Keys to the success of cities now

As City Nation Place celebrates ten years of connecting place branding professionals from around the world, we reached out to long-term partner Chris Fair, President & CEO of Resonance Consultancy and sponsor of the very first City Nation Place event, to discover how he believes the world of place branding has evolved over the past decade.

This time exactly 10 years ago was a formative period for my place branding journey, and the trajectory of Resonance. In 2014, my place branding consultancy not only became one of the first sponsors of an upstart conference called City Nation Place, but Resonance also went all-in on an ambitious project to create a new approach to benchmarking the performance of places by identifying the factors most highly correlated with business formation, talent attraction, and visitor expenditure in our cities.

Since then, Resonance has not only analysed hundreds of data points from traditional sources such as Eurostat, the UN, and the U.S. Bureau of Labor Statistics, but we have also mined user-generated data from online sources such as Google, Tripadvisor, and Instagram. This research led to the creation of Resonance’s annual Best Cities rankings, which are now read by millions of people around the world, and our proprietary Place Power© Score that we apply in all of our client work.

Prior to the pandemic, our research showed that there were a variety of different factors highly correlated with the size of a city’s prime age population (age 25 – 44), visitor expenditure, and the number of businesses formed each year. As the figure below illustrates, some of these overlapped with one another such as restaurants, airport connectivity, and sights and landmarks, which showed a relationship both with talent and visitor expenditure. Others, like nightlife, showed a relationship with both business formation and talent attraction, while culture showed a strong positive relationship with all three.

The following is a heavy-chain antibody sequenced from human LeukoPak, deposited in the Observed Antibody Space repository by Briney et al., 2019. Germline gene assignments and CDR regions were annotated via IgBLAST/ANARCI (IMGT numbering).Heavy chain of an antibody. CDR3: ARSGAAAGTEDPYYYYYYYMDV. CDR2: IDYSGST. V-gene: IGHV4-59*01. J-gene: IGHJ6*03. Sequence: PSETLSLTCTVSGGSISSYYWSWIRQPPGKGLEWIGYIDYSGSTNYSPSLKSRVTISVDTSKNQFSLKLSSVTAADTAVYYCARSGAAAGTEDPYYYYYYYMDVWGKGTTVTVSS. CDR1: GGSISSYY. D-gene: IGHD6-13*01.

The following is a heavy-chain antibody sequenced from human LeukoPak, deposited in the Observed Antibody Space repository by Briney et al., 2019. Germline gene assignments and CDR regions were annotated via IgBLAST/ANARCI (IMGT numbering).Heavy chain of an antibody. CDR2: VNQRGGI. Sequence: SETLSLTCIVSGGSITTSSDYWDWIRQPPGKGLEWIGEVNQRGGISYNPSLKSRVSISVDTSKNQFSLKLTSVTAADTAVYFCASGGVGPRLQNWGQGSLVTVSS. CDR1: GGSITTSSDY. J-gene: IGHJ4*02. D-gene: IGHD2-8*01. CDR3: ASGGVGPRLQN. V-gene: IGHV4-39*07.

A venn diagram to show common factors for 2019. The three circles are marked talent, visitors, and businesses respectively. Only culture is shown to be at the intersection of all three circles.

In preparing our upcoming 2024 America’s Best Cities report (out mid-June, 2024 at, we’ve gone back and updated this analysis of metropolitan areas in the U.S. with populations of 500,000 or more.

The findings are striking.

Most of the factors are similar to what we saw in 2019, but a strong convergence has developed between the factors most highly correlated with talent attraction, business formation, and visitor expenditure.

And this may be the most significant and lasting effect of the pandemic: Now that people can go or live almost anywhere, they want to go, live, or start a business somewhere. And, as a result, the keys to attracting talent, businesses, and visitors to the city have become more aligned with one another than ever before.

A venn diagram to show common factors for 2024. The three circles are marked talent, visitors, and businesses respectively. At the intersection of the three circles are many factors, including: job opportunities; housing; airport connectivity; health and tech employment; Fortune 500; Museums; professional sports; culture; number of patents; restaurants; nightlife; sights and landmarks; convention center; and immigration.

Based on our analysis of U.S. metropolitan areas with populations of 500,000 or more, here are our 10 key findings on what’s driving the performance and prosperity of cities now.

1. Innovation

It’s not surprising to see that the number of professional, scientific, and technical enterprises in a metro area has an almost linear correlation with the number of businesses being formed each year in a city. We also see an almost linear correlation between the number of these enterprises and the size of a city’s prime-age population—the people that power and drive innovation in our urban economies.

2. Connectivity

While Zoom and Teams have replaced a significant amount of business travel, airports and the number of direct destinations they serve still play a critical role in shaping the prosperity of the city. Of course they help power the visitor economy, too, but they have an even stronger relationship with attracting talent. Young people want to live in cities well connected to other cities.

3. Housing

In the past, we have been unable to demonstrate a clear relationship between the cost of housing and attracting talent—talent tended to move to places where housing was expensive because that’s where the best job opportunities were. But that has now changed. The average rent of an apartment is now showing not only a relationship with the size of a city’s prime-age population, but with business formation and visitor expenditure as well. As the cost of housing has escalated in cities both large and small, it seems that we’ve reached a tipping point where the availability and affordability of housing has truly started to affect location decisions.